Understanding quality in health care
Quality varies widely from one provider’s office to another and even from one doctor’s patient to another. Not all care is equally good. Learn what you can do to find a provider that will help you stay healthy and care for you when you need it.
What is high-quality care?
Good health care is the right care, at the right time, for the right reason. The quality of health care varies, but trustworthy, public information can help you decide what test or treatment is best for you and if the care meets accepted standards.
- Your doctor should be using the appropriate tests or procedures for your age, gender and medical history.
- You should get health services when you need them and before you get sicker.
- You should get health services you actually need, nothing more and nothing less.
Doctors committed to quality will not only welcome your involvement but also encourage it. While your doctor should be able to direct you to reliable information on a health topic that affects you and talk to you about your options, you have a major role to play when it comes to your health and well-being.
How can you get what you need?
Compare care. Finding a good primary care team is the first step in getting high-quality care. Go to the Community Checkup website where you can “shop” for a clinic in your health plan’s network to see how well they rate on quality measures that matter to you. The quality measures that were chosen for this website serve as a proxy for the overall quality of the care delivered by that clinic. For example, even if you don’t have diabetes, seeing how well a clinic is following recommended care guidelines for that disease can signal to you how well they treat any chronic disease.
Make an informed choice. After you’ve looked at options on the website, contact the clinic and ask questions to see if they would be a good fit. Do they offer hours that are convenient to you? Do they accept your insurance? Do the providers have knowledge or specialized expertise in the health areas that matter to you or your family?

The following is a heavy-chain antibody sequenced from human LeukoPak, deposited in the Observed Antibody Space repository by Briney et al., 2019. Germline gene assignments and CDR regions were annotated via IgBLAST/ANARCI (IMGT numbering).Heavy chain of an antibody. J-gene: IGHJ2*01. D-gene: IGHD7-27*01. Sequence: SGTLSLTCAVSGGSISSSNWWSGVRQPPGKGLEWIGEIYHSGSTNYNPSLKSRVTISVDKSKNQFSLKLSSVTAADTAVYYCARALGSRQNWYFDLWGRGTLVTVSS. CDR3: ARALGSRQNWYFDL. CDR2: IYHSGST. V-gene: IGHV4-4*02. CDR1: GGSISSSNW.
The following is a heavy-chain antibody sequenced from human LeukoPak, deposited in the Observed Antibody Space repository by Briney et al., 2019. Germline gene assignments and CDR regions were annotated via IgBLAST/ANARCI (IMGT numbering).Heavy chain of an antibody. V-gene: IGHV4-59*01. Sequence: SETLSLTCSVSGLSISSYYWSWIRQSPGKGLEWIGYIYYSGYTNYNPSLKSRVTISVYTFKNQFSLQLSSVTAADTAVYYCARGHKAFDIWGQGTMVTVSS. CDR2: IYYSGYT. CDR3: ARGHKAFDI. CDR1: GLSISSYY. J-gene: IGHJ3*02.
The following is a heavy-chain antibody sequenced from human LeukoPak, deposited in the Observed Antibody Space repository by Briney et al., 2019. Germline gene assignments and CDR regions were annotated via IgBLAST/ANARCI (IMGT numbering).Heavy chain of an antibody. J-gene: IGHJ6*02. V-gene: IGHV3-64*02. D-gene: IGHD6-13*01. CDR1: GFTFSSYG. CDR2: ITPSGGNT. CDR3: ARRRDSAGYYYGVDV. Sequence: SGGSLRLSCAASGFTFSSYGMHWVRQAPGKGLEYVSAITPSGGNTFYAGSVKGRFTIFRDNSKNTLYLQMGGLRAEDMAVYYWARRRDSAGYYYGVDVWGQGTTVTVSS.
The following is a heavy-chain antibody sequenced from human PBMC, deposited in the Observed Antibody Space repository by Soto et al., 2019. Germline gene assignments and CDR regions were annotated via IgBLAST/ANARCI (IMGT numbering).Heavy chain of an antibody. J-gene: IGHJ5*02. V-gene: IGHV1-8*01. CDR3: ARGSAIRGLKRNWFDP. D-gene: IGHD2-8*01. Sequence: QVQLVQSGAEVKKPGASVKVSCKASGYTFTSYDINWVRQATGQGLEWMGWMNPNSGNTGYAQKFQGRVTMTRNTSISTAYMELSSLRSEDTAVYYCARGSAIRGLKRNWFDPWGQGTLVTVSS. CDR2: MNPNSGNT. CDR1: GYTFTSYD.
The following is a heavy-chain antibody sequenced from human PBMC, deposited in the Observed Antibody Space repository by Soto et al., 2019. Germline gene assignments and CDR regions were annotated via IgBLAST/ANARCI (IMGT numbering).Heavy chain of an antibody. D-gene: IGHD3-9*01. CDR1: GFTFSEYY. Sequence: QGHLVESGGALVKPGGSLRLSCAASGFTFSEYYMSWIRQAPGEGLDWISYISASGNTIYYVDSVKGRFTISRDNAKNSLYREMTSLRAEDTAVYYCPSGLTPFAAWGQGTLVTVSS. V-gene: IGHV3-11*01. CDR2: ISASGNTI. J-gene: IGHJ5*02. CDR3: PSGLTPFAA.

Be an active member of your health care team. Do your homework. Go online or use the library to learn more about your condition and treatment options before your doctor’s appointment. Talk to your doctor about what you’ve learned. After your visit, take an active role in your health and health care so you can stay as healthy as you can. Your primary care doctor may tell you to exercise more or eat better, but it’s up to you to follow through on this advice.
Get the right amount of care. Unnecessary care costs money and can be harmful. Patients with chronic conditions do not always get the recommended care. Many people don’t get regular screenings, which can detect disease earlier. Certain drugs, treatments and tests are sometimes offered for common health complaints even though they aren’t really effective. Learn more about the value and effectiveness of specific tests and procedures at Choosing Wisely® patient resources.
Work with your doctor to make decisions about your care. This is sometimes known as “shared decision-making.” It’s important to ask questions, such as:
- Do I really need this test or procedure?
- What are the downsides?
- Are there simpler, safer options?
- What happens if I do nothing?
- How much does it cost?
While health care consumers have a big role to play in ensuring they get the right care, you are not alone. Providers are the ones ultimately responsible for making sure they are delivering the right care at the right time.
Know you have options. If your expectations aren’t being met, talk to your doctor about your concerns. And if necessary, look for a new doctor.
Quality should be part of the equation for good, high-value health care, as much as patient experience and cost.
Download the infographic about how to find high-quality care and be a savvy health care shopper.
This post is second of a series called The Savvy Health Care Shopper. The Washington Health Alliance is partnering with the Washington State Health Care Authority’s Healthier Washington initiative to educate consumers on finding value in health care.